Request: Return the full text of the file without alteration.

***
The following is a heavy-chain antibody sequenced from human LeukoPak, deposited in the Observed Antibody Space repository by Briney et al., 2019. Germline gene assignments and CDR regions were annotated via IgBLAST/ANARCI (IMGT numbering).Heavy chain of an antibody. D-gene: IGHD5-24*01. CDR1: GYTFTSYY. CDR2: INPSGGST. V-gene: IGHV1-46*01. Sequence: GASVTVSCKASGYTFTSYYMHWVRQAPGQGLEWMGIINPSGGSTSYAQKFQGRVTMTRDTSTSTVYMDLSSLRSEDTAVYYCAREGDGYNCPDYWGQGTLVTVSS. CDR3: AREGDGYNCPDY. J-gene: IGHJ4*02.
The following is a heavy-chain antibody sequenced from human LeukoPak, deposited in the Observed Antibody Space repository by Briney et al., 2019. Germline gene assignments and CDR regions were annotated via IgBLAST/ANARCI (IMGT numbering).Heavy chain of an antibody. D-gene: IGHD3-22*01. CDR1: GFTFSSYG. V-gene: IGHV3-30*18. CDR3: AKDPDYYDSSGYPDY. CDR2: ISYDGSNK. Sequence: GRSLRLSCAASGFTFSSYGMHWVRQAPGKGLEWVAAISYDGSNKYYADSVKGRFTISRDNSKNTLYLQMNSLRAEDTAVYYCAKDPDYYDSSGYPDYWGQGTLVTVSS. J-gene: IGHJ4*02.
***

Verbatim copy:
The following is a heavy-chain antibody sequenced from human LeukoPak, deposited in the Observed Antibody Space repository by Briney et al., 2019. Germline gene assignments and CDR regions were annotated via IgBLAST/ANARCI (IMGT numbering).Heavy chain of an antibody. D-gene: IGHD5-24*01. CDR1: GYTFTSYY. CDR2: INPSGGST. V-gene: IGHV1-46*01. Sequence: GASVTVSCKASGYTFTSYYMHWVRQAPGQGLEWMGIINPSGGSTSYAQKFQGRVTMTRDTSTSTVYMDLSSLRSEDTAVYYCAREGDGYNCPDYWGQGTLVTVSS. CDR3: AREGDGYNCPDY. J-gene: IGHJ4*02.
The following is a heavy-chain antibody sequenced from human LeukoPak, deposited in the Observed Antibody Space repository by Briney et al., 2019. Germline gene assignments and CDR regions were annotated via IgBLAST/ANARCI (IMGT numbering).Heavy chain of an antibody. D-gene: IGHD3-22*01. CDR1: GFTFSSYG. V-gene: IGHV3-30*18. CDR3: AKDPDYYDSSGYPDY. CDR2: ISYDGSNK. Sequence: GRSLRLSCAASGFTFSSYGMHWVRQAPGKGLEWVAAISYDGSNKYYADSVKGRFTISRDNSKNTLYLQMNSLRAEDTAVYYCAKDPDYYDSSGYPDYWGQGTLVTVSS. J-gene: IGHJ4*02.